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Collision Derails OAK’s Charge at COTA

Mid-race collision between OAK Morgan-Nissans derails team’s race bid…

Photo: John Dagys

Photo: John Dagys

Sunday’s Six Hours of the Circuit of The Americas was a race to forget for OAK Racing, which saw its two Morgan-Nissans collide and ultimately drop out of contention for LMP2 class honors.

An attempted overtake by the championship-leading No. 35 entry of Ricardo Gonzalez on teammate David Heinemeier Hansson just past the halfway mark resulted in the Mexican’s losing control of his LMP2 car, jumping over a curb and slamming into the side of the sister No. 24 car, while battling for second.

Gonzalez limped to the pits with a broken steering rack, costing the Le Mans class-winning car more than 15 minutes for repairs. The No. 24 car of Heinemeier Hansson continued but suffered a wishbone failure with less than two hours to go, which also sent the team’s second entry to the garage.

As a result, the two cars finished sixth and seventh in class, knocking the French squad out of the lead of the LMP2 teams’ championship.

“It’s difficult to imagine a worse scenario,” Gonzalez said after the race. “David Heinemeier Hansson overtook me. I stayed just behind him and unfortunately a few corners later I was caught out under braking. I lost the rear end of the car and I did all I could to avoid David by cutting across the track, but the car took off over a curb and I tagged No. 24 and the steering rack broke in the incident. It’s a mistake for which we all paid a high price.”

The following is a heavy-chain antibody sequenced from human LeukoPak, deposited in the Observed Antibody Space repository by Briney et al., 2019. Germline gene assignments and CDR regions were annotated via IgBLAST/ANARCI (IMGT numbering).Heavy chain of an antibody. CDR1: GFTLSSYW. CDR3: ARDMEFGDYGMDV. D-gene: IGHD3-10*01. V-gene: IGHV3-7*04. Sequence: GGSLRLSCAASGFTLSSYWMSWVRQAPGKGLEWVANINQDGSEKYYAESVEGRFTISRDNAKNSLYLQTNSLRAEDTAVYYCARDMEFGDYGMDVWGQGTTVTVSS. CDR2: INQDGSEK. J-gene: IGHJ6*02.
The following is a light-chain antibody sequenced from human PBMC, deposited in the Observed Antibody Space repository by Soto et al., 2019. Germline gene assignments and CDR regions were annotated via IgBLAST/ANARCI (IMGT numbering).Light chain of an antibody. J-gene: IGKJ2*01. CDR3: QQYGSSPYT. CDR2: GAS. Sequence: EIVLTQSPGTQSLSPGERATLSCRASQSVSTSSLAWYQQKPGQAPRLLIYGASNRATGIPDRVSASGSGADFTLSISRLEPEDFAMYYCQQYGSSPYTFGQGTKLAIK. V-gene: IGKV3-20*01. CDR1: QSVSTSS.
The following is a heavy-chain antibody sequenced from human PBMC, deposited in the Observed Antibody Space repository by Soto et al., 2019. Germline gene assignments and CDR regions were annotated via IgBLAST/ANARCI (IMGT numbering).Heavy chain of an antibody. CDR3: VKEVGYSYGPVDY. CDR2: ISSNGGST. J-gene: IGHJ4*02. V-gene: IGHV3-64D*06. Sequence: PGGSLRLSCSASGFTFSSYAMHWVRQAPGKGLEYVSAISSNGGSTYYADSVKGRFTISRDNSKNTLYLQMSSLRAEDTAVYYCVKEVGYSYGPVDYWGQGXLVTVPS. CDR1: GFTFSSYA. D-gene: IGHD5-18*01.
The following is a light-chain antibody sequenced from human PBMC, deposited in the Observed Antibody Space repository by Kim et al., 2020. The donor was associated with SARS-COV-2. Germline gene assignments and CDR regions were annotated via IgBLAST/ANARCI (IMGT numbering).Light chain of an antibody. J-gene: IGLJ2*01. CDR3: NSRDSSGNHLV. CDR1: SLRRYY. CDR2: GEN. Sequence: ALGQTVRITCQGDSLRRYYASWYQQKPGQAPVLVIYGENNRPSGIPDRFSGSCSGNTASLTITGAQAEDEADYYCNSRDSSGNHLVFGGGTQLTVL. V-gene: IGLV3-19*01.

Gonzalez and co-drivers Martin Plowman and Bertrand Baguette now hold a slim lead in the drivers’ championship, three points ahead of Nicolas Minassian, Pierre Kaffer and Luis Perez Companc, whose Pecom Racing squad moved into first in the teams’ title race.

The No. 24 trio of Heinemeier Hansson, Pla and Alex Brundle, meanwhile, are now 12 points adrift, in what could end up being the turning point in the title race, with only three rounds to go.

“The only orders we’ve given are ‘don’t collide’. This was the case today but it wasn’t the result of a battle between the two cars,” said team principal Sebastien Philippe. “Ricardo missed his braking. David was in front of him; it could have been anybody else and it ended up in a collision. The No. 24 then suffered a sheared lower wishbone. Without this incident second place was on the cards.”

John Dagys is the founder and Editor-in-Chief of Sportscar365. Dagys spent eight years as a motorsports correspondent for and SPEED Channel and has contributed to numerous other motorsports publications worldwide. Contact John

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